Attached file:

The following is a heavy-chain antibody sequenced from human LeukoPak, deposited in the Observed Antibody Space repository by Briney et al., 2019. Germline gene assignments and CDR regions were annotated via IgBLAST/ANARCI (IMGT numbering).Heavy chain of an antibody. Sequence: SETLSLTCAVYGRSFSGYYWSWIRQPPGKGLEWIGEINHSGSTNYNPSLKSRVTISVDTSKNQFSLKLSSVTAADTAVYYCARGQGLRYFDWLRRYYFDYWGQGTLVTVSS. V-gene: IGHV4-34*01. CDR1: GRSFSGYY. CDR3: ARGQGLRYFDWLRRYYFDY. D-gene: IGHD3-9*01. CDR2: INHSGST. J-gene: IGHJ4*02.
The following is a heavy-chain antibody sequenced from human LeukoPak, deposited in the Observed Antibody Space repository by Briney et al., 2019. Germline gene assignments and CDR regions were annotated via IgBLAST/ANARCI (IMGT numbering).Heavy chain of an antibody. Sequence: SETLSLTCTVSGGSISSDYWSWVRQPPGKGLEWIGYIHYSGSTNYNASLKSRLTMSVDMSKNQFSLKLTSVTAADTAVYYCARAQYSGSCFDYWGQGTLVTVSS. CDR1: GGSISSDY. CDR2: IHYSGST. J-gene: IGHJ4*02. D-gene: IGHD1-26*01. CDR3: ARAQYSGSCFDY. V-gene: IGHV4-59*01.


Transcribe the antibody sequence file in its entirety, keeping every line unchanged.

The following is a heavy-chain antibody sequenced from human LeukoPak, deposited in the Observed Antibody Space repository by Briney et al., 2019. Germline gene assignments and CDR regions were annotated via IgBLAST/ANARCI (IMGT numbering).Heavy chain of an antibody. Sequence: SETLSLTCAVYGRSFSGYYWSWIRQPPGKGLEWIGEINHSGSTNYNPSLKSRVTISVDTSKNQFSLKLSSVTAADTAVYYCARGQGLRYFDWLRRYYFDYWGQGTLVTVSS. V-gene: IGHV4-34*01. CDR1: GRSFSGYY. CDR3: ARGQGLRYFDWLRRYYFDY. D-gene: IGHD3-9*01. CDR2: INHSGST. J-gene: IGHJ4*02.
The following is a heavy-chain antibody sequenced from human LeukoPak, deposited in the Observed Antibody Space repository by Briney et al., 2019. Germline gene assignments and CDR regions were annotated via IgBLAST/ANARCI (IMGT numbering).Heavy chain of an antibody. Sequence: SETLSLTCTVSGGSISSDYWSWVRQPPGKGLEWIGYIHYSGSTNYNASLKSRLTMSVDMSKNQFSLKLTSVTAADTAVYYCARAQYSGSCFDYWGQGTLVTVSS. CDR1: GGSISSDY. CDR2: IHYSGST. J-gene: IGHJ4*02. D-gene: IGHD1-26*01. CDR3: ARAQYSGSCFDY. V-gene: IGHV4-59*01.